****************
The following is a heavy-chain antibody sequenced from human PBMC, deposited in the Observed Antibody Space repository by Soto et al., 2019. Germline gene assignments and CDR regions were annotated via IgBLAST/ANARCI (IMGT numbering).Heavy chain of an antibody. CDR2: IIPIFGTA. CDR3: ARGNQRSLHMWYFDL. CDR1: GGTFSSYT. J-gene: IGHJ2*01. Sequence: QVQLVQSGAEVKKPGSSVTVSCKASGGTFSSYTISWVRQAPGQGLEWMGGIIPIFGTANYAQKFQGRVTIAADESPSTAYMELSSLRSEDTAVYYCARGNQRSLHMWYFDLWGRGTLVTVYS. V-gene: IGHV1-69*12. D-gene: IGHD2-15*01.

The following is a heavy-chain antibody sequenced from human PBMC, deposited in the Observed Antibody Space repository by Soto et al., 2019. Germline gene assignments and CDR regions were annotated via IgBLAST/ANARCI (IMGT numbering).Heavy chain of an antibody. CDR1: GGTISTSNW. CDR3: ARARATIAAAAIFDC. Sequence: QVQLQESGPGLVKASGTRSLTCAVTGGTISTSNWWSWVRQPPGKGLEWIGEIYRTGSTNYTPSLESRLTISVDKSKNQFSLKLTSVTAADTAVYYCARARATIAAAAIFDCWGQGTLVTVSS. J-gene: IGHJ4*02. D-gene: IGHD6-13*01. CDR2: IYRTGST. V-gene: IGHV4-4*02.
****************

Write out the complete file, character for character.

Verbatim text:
The following is a heavy-chain antibody sequenced from human PBMC, deposited in the Observed Antibody Space repository by Soto et al., 2019. Germline gene assignments and CDR regions were annotated via IgBLAST/ANARCI (IMGT numbering).Heavy chain of an antibody. CDR2: IIPIFGTA. CDR3: ARGNQRSLHMWYFDL. CDR1: GGTFSSYT. J-gene: IGHJ2*01. Sequence: QVQLVQSGAEVKKPGSSVTVSCKASGGTFSSYTISWVRQAPGQGLEWMGGIIPIFGTANYAQKFQGRVTIAADESPSTAYMELSSLRSEDTAVYYCARGNQRSLHMWYFDLWGRGTLVTVYS. V-gene: IGHV1-69*12. D-gene: IGHD2-15*01.

The following is a heavy-chain antibody sequenced from human PBMC, deposited in the Observed Antibody Space repository by Soto et al., 2019. Germline gene assignments and CDR regions were annotated via IgBLAST/ANARCI (IMGT numbering).Heavy chain of an antibody. CDR1: GGTISTSNW. CDR3: ARARATIAAAAIFDC. Sequence: QVQLQESGPGLVKASGTRSLTCAVTGGTISTSNWWSWVRQPPGKGLEWIGEIYRTGSTNYTPSLESRLTISVDKSKNQFSLKLTSVTAADTAVYYCARARATIAAAAIFDCWGQGTLVTVSS. J-gene: IGHJ4*02. D-gene: IGHD6-13*01. CDR2: IYRTGST. V-gene: IGHV4-4*02.